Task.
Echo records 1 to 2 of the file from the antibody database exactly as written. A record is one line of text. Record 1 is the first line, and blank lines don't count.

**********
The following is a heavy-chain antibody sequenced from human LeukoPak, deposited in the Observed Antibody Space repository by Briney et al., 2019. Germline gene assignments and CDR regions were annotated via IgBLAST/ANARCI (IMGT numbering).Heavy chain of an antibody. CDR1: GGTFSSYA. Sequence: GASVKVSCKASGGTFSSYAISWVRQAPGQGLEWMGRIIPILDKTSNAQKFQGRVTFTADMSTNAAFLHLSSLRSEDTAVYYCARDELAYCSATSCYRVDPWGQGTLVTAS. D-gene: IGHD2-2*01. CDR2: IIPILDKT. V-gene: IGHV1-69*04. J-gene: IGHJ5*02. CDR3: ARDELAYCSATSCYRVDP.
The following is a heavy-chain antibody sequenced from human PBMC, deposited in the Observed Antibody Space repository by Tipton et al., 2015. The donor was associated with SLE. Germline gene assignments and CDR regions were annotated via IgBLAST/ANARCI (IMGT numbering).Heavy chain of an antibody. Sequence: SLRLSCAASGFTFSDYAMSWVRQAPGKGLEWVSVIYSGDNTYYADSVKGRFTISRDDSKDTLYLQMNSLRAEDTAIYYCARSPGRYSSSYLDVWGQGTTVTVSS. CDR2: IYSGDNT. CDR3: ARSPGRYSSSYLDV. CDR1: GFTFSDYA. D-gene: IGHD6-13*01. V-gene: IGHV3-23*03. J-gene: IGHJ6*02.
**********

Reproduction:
The following is a heavy-chain antibody sequenced from human LeukoPak, deposited in the Observed Antibody Space repository by Briney et al., 2019. Germline gene assignments and CDR regions were annotated via IgBLAST/ANARCI (IMGT numbering).Heavy chain of an antibody. CDR1: GGTFSSYA. Sequence: GASVKVSCKASGGTFSSYAISWVRQAPGQGLEWMGRIIPILDKTSNAQKFQGRVTFTADMSTNAAFLHLSSLRSEDTAVYYCARDELAYCSATSCYRVDPWGQGTLVTAS. D-gene: IGHD2-2*01. CDR2: IIPILDKT. V-gene: IGHV1-69*04. J-gene: IGHJ5*02. CDR3: ARDELAYCSATSCYRVDP.
The following is a heavy-chain antibody sequenced from human PBMC, deposited in the Observed Antibody Space repository by Tipton et al., 2015. The donor was associated with SLE. Germline gene assignments and CDR regions were annotated via IgBLAST/ANARCI (IMGT numbering).Heavy chain of an antibody. Sequence: SLRLSCAASGFTFSDYAMSWVRQAPGKGLEWVSVIYSGDNTYYADSVKGRFTISRDDSKDTLYLQMNSLRAEDTAIYYCARSPGRYSSSYLDVWGQGTTVTVSS. CDR2: IYSGDNT. CDR3: ARSPGRYSSSYLDV. CDR1: GFTFSDYA. D-gene: IGHD6-13*01. V-gene: IGHV3-23*03. J-gene: IGHJ6*02.